The wet climate can provide a challenge for coffee drying, and the region’s remoteness also provides some barriers for producers. With great care, however, some truly exceptional coffees are produced in this region, including crowd-favourite Santa Isabel in Cobán.


Though the Santa Rosa department is technically not one of ANACAFE’s official coffee-growing origins, it has become one of the country’s most important regions. Farms in Santa Rosa are spread out across the expanse of the department – meaning climatic conditions can vary drastically from one estate to another, creating a multitude of unique cup profiles.

The region is known for producing much of the country’s commercial-grade coffee, but the range of micro-climates and rich, volcanic soils found in Santa Rosa offer great potential for specialty-grade coffee production. Evidence of this are the 2022 Cup of Excellence results, when 5 coffees from Santa Rosa were awarded for the first time in the competition’s history.

The departments’ north is a valley surrounded by mountains that creates a corridor for dry winds from the Atlantic Ocean to travel south all the way to the Pacific. Because of this, farms in the north tend to be drier and experience earlier harvests (like in La Bugambilia and El Calagual), while those in the south are humid and experience longer rainier seasons (like in Amatillo).



Located a mere 40-minute drive from Guatemala City is Fraijanes, one of Guatemala’s oldest coffee-growing regions. Its proximity to the country’s capital was pivotal in its early days, as it helped transform the region into one of the country’s largest producers. As the city grew and its population swelled, urban expansion pushed many coffee estates out of Fraijanes, with many of the local farm workers choosing to move away from their rural communities to find work in the city.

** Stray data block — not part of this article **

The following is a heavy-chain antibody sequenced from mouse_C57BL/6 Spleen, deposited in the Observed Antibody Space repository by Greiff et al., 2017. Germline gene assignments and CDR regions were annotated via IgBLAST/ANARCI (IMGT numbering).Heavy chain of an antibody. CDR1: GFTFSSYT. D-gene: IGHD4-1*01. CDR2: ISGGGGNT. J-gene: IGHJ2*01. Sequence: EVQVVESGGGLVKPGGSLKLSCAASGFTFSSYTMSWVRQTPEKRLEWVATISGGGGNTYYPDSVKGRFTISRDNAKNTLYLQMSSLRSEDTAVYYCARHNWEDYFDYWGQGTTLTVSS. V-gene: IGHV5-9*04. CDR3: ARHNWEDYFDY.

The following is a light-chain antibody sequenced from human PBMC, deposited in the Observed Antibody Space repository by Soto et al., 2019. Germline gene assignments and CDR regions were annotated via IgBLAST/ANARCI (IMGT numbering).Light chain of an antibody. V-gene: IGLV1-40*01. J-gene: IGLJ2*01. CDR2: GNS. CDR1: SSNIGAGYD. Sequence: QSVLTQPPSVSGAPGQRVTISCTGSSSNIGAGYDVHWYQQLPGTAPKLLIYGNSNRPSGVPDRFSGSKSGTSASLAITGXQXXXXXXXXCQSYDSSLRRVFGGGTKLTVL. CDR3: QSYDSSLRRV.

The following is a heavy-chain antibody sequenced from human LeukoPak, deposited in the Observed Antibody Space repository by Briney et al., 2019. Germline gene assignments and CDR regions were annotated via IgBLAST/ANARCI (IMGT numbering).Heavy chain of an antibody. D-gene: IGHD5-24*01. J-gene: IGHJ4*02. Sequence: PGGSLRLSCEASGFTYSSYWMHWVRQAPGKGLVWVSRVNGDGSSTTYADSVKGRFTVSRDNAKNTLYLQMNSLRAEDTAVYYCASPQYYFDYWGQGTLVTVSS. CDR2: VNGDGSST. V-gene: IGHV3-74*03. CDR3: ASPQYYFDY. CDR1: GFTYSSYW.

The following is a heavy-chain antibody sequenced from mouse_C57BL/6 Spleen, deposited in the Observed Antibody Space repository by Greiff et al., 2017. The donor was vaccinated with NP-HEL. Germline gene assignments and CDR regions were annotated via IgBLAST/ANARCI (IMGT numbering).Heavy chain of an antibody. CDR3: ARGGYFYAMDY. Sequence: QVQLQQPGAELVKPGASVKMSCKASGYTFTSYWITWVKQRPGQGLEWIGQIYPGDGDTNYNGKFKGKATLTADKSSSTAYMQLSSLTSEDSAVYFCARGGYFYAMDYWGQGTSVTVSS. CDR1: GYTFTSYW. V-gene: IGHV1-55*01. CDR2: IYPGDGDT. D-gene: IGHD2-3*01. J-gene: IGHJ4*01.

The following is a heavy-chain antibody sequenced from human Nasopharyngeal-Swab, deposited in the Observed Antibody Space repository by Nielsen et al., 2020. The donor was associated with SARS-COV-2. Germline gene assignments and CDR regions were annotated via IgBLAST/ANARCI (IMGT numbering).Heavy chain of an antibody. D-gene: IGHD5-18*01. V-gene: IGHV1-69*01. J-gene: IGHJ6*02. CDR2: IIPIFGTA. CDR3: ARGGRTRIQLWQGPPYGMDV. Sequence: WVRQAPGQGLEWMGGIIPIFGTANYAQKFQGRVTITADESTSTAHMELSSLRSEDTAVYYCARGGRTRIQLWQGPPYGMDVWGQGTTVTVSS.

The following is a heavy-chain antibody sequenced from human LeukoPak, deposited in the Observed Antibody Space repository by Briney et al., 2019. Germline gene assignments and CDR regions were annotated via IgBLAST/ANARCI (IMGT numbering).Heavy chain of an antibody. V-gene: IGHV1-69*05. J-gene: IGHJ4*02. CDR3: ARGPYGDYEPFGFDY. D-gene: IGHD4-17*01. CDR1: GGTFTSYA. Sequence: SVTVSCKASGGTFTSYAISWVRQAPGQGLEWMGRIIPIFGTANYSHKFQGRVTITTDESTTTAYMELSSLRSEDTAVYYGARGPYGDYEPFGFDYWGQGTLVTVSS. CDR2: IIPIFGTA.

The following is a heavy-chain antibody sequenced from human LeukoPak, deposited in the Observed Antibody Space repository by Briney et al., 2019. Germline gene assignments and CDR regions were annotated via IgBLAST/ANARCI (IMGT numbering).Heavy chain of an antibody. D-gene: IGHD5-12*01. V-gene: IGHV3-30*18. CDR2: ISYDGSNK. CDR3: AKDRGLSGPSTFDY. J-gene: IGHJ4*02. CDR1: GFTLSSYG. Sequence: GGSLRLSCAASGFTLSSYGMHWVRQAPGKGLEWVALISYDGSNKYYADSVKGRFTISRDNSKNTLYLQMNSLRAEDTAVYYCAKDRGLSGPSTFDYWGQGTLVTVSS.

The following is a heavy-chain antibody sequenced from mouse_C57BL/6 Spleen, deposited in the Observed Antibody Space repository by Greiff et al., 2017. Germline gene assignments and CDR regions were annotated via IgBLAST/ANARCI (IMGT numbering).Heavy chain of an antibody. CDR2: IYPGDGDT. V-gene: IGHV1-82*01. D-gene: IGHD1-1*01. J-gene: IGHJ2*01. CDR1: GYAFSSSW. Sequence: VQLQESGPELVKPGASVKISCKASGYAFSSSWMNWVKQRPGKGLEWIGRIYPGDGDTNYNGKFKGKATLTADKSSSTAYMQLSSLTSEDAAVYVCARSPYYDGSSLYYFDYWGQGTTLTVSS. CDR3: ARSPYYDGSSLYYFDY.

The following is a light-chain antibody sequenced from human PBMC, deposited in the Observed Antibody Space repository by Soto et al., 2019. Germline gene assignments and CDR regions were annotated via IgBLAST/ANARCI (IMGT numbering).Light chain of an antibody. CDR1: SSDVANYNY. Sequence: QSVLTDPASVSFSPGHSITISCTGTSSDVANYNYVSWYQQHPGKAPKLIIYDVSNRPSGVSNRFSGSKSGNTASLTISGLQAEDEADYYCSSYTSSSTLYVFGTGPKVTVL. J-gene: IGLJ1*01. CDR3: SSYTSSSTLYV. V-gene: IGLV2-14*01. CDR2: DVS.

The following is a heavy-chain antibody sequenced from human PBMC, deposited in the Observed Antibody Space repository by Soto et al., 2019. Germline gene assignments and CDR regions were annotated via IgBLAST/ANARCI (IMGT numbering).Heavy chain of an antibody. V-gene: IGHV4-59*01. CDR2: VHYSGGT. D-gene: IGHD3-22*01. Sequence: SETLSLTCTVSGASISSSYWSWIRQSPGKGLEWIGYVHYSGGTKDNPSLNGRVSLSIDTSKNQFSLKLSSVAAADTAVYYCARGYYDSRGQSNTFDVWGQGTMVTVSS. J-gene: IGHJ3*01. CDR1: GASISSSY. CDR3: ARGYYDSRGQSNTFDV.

The region is known for its volcanic pumice soil, very high elevations and plentiful rain during the wet season. Fraijanes is bordered to the west by Pacaya, one of Guatemala’s three active active volcanoes. Similar to Fuego Volcano in Antigua, Pacaya releases light deposits of ash every so often, boosting the mineral content of the region’s soils.

Although early mornings here are cloudy and foggy, the days are mostly sunny. The dry season is particularly warm, creating the perfect conditions for drying coffee without much need of mechanical aid. In recent years, these climatic conditions have been harnessed by farmers who focus on specially-prepared lots, like those produced at Agua Tibia.


How We Source Coffee in Guatemala

  • Our purchasing decisions are driven by which coffees taste the best on the table. We cup all coffees blind and look for coffees that are sweet, clean and distinctive.
  • Our selections are based on a scoring system, and we buy coffees that are a minimum of 85 points or above.
  • We travel to Guatemala to select our coffees every year (with 2020-22 being an exception due to the Covid-19 pandemic). Visiting each year enables us to calibrate and give feedback directly to the producers we work with, and learn more about the coffees, how they are processed, and the challenges and complexities that each of the producers face.
  • All of the lots we select go through a rigorous QC process. In addition to cupping and scoring each lot (at offer sample stage, pre-shipment, once it has landed, 3 months post-landing and 6 months post-landing) we also record the water activity and moisture levels.  All of this information is shared with our producing partners, along with where the coffee is sold, and how it is received and presented by our customers.